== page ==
agelast

agelast

(ˈædʒɪˌlæst)
n
formal a person who never laughs
References in periodicals archive ?
Ashington Motor Company Ltd sold a 35-yearold Jaguar XK Coupe to a buyer from Cumbria who had seen it advertised as being in fantastic condition, excellent condition and outstanding condition for the agelast October.
Who or what is an agelast? Someone who doesn't smile or laugh.
With these ingredients, the plot is laid out and we `know' that Pseudolus will help Calidorus to get the girl, to the discomfiture of father, pimp and soldier, and any other agelast characters who may come along.
The final defeat of Simo, I suggest, is an allusion to this type of scene.(72) So: in our imaginative reconstruction Plautus/Pseudolus alludes to two Greek play-scenes, a party at the end of the `Ballio's birthday' play on which the Pseudolus is most closely modelled, and a `persuasion of agelast character to join the party' scene to effect the final reconciliation.
On their part, and aside from their status and chosen profession, More and his fellow-conspirator Erasmus were first and foremost Christian humanists, who were adamant that the highest good was to be found in the cathedral of learning, provided it was not directed by a caucus of doctrinal theologians and scholastic philosophers--the quintessential agelasts of the day.
The agelasts (those who never laugh) often seem keen to use the wonders of social media to howl down anyone who dares to laugh at other cultures.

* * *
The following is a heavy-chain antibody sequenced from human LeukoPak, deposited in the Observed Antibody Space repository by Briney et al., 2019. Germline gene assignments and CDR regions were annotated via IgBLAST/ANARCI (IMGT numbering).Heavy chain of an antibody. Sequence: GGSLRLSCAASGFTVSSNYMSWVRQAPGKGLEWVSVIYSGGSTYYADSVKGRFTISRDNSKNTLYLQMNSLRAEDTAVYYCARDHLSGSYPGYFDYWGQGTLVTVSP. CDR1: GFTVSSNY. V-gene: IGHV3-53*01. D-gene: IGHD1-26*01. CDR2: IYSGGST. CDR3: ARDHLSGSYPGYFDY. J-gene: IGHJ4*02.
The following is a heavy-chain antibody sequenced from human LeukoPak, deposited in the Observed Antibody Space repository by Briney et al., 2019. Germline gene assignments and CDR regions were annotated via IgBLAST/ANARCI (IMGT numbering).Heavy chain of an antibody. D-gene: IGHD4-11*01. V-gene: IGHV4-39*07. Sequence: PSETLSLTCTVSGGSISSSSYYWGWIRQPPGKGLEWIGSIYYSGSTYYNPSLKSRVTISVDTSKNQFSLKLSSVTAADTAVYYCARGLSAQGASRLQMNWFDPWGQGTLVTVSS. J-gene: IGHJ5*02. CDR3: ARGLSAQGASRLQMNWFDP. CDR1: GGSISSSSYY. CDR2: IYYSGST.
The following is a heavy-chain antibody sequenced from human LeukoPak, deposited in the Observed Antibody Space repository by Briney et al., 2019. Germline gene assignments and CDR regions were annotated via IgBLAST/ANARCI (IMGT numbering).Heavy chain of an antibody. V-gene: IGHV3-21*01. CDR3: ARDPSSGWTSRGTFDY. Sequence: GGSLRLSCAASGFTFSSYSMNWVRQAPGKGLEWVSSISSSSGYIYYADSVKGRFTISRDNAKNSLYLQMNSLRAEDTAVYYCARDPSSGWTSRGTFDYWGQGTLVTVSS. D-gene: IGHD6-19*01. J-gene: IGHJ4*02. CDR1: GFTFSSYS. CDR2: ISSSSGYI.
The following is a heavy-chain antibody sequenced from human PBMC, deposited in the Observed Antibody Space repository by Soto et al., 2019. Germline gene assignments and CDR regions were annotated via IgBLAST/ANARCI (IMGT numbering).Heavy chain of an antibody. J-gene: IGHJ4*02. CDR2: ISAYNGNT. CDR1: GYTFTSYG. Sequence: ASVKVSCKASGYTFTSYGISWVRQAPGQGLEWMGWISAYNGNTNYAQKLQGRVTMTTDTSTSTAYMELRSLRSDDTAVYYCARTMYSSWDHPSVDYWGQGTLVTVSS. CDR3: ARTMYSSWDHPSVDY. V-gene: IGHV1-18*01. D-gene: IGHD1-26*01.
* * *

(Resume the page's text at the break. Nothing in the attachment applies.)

In this sense, Cohen can be understood as a fighter with the agelasts, i.e., pedantic individuals incapable of laughter, mirthless persons (Rabelais in Bakhtin).
To be sure, the agelasts that carnival mocks invariably pursue such a certainty, codifying a monologic perception that life experience can be reduced to a "finished" and "completed" order: they do so, however, doomed to live in "gloomy eschatological time."(10) Juxtaposed to such agelasts are the Halkits and Hardies through whom, in the opening chapter of The Heart of Mid-lothian, Scott offers a carnivalesque alternative, one that celebrates the virtues of synchronic time (comic time) with its emphasis upon "the world's revival and renewal."(11)
The other six are necessary to establish the continuity of Horatian influence: "Pope and Horace," by Robin Sowerby; "Good humour and the agelasts: Horace, Pope and Gray," by Felicity Rosslyn; "Horace and the nineteenth century," by Norman Vance; "Horace's Kipling," by Stephen Medcalf; "Some aspects of Horace in the twentieth century," by Charles Tomlinson; and "Deniable evidence: translating Horace," by C.